COMMENTS ON JOHN 3.22-36
J. C. Ryle
We have, firstly, in these verses, a humbling example of the petty jealousies and party-spirit which may exist among professors of
religion. We are told, that the disciples of John the Baptist were offended, because the ministry of Jesus began to attract more attention than that of their master. “They came unto John, and said unto him. Rabbi, He that was with thee beyond Jordan, to whom thou barest witness, behold the same baptizeth, and all men come to
The spirit exhibited in this complaint, is unhappily too common in the Churches of Christ. The succession of these complainers has never failed. There are never wanting religious professors who care far more for the increase of their own party, than for the increase of true Christianity; and who cannot rejoice in the spread of religion, if it spreads anywhere except within their own pale. There is a generation which can see no good doing except in the ranks of its own congregations; and which seems ready to shut men out of
heaven, if they will not enter therein under its banner.
The true Christian must watch and pray against the spirit here
manifested by John’s disciples. It is very insidious, very contagious, and very injurious to the cause of religion. Nothing so defiles Christianity and gives the enemies of truth such occasion to
blaspheme, as jealousy and party-spirit among Christians. Wherever there is real grace, we should be ready and willing to acknowledge it, even though it may be outside our own pale. We should strive to say with the Apostle, “If Christ be preached, I rejoice: yea, and will rejoice.” (Phil. 1.18.) If good is done, we ought to be thankful, though it even may not be done in what we think the best way. If souls are saved, we ought to be glad, whatever be the means that God may think fit to employ.
We have, secondly, in these verses, a splendid pattern of true and gpdly humility. We see in John the Baptist a very different spirit from that displayed by his disciples. He begins by laying down the great principle, that acceptance with man is a special gift of God;
and that we must therefore not presume to find fault, when others have more acceptance than ourselves. “A man can receive nothing except it be given him from heaven.” He goes on to remind his followers of his repeated declaration, that One greater than himself was coming: “I said, I am not the Christ.” He tells them that his office compared to that of Christ, is that of the bridegroom’s friend, compared to the bridegroom. And finally, he solemnly affirms, that Christ must and will become greater and greater, and that he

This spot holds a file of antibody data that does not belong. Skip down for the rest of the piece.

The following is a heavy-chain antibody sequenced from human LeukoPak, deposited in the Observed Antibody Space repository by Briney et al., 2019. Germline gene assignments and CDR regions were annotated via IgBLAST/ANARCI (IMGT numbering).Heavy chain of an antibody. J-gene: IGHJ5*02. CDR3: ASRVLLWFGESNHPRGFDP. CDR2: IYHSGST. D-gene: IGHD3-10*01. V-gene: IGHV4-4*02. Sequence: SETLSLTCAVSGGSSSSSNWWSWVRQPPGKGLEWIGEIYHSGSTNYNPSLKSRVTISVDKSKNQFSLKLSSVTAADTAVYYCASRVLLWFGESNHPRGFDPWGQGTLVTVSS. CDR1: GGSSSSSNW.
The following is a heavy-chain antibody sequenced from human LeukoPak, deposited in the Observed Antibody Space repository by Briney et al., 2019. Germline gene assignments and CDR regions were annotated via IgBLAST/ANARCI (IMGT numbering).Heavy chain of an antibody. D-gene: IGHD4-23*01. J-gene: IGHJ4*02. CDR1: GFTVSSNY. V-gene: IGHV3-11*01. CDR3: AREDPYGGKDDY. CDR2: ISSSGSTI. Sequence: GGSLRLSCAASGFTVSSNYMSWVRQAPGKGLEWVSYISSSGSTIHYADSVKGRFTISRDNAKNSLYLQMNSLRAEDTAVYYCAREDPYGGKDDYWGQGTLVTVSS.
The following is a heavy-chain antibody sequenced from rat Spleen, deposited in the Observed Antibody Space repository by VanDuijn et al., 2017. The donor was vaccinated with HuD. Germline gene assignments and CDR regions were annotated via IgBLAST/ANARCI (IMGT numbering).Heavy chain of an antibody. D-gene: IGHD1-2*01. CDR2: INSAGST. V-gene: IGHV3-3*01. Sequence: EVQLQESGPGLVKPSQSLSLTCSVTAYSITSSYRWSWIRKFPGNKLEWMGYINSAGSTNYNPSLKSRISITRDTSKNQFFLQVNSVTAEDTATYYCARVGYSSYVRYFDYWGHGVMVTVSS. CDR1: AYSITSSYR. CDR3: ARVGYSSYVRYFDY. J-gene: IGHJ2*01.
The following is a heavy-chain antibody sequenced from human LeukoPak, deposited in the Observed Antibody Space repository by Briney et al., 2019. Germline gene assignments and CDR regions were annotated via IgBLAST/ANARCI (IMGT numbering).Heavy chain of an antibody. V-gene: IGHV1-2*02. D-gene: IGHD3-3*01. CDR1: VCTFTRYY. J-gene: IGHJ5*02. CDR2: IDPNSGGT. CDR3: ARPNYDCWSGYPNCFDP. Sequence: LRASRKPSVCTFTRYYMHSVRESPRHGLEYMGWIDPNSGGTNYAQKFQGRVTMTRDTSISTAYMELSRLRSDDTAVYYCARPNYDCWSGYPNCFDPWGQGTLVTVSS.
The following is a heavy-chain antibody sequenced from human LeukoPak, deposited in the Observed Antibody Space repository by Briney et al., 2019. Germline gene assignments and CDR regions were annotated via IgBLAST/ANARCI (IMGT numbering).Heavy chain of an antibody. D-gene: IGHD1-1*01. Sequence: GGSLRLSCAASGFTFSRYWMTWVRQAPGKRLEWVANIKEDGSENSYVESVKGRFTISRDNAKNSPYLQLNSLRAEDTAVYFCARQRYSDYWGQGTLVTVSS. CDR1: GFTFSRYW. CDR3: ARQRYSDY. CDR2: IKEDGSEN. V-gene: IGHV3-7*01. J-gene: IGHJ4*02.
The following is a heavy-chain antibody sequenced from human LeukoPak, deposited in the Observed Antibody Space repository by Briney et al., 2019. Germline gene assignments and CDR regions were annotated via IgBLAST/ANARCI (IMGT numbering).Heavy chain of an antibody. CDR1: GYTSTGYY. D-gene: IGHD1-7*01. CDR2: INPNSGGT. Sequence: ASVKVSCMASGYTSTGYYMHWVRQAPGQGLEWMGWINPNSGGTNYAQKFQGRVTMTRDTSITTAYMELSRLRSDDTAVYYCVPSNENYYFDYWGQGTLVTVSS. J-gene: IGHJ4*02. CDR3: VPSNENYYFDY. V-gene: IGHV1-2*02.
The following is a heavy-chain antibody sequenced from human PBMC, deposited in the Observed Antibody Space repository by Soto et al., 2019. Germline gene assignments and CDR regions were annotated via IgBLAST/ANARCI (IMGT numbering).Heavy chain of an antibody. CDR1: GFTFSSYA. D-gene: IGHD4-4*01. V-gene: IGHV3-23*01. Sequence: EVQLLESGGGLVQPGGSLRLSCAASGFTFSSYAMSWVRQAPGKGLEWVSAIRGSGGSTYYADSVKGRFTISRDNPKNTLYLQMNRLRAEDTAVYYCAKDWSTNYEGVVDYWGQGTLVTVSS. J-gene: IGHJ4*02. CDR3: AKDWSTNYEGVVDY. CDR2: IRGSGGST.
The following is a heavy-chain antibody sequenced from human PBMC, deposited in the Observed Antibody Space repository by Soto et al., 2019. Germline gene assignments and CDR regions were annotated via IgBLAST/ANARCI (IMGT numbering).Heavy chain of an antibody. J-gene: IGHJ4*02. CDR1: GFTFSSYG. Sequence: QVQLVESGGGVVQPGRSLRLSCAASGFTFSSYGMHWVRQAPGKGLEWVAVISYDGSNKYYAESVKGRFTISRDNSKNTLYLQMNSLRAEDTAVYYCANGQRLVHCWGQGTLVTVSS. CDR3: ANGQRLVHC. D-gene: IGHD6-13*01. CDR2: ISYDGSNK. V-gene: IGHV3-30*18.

himself must become less and less important, until, like a star eclipsed by the rising sun, he has completely disappeared.
A frame of mind like this is the highest degree of grace to which mortal man can attain. The greatest saint in the sight of God is the man who is most thoroughly “clothed with humility.” (1 Peter 5.5.) Would we know the prime secret of being men of the stamp of Abraham, and Moses, and Job, and David, and Daniel, and Paul, and John the Baptist? They were all eminently humble men. Living at different ages, and enjoying very different degrees of light, in this matter at least they were all agreed. In themselves they saw nothing but sin and weakness. To God they gave all the praise of what they were. Let us walk in their steps. Let us covet earnestly the best gifts;
but above all, let us covet humility. The way to true honour is to be humble. No man ever was so praised by Christ as the very man who says here, “I must decrease,”Â—the humble John the Baptist.
We have, thirdly, in these verses, an instructive declaration of Christ’s honour and dignity. John the Baptist teaches his disciples once more the true greatness of the Person whose growing popularity offended them. Once more, and perhaps for the last time, he proclaims Him as one worthy of all honour and praise. He uses one striking expression after another, to convey a correct idea of the majesty of Christ. He speaks of Him as “the bridegroom” of the Church,Â—as “Him that cometh from above,”Â—as “Him whom God hath sent,”Â—as “Him to whom the Spirit is given without measure,”Â—as Him “whom the Father loves,” and into “whose hands all things are given,”Â—to believe in whom is life everlasting, and to reject whom is eternal ruin. Each of these phrases is full of deep meaning, and would supply matter for a long sermon. All show the depth and height of John’s spiritual attainments. More honourable things are nowhere written concerning Jesus, than these verses recorded as spoken by John the Baptist.
Let us endeavour in life and death, to hold the same views of the Lord Jesus, to which John here gives expression. We can never make too much of Christ. Our thoughts about the Church, the ministry, and the sacraments, may easily become too high and extravagant. We can never have too high thoughts about Christ, can never love Him too much, trust Him too implicitly, lay too much weight upon Him, and speak too highly in His praise. He is worthy of all the honour that we can give Him. He will be all in heaven. Let us see to it, that He is all in our hearts on earth.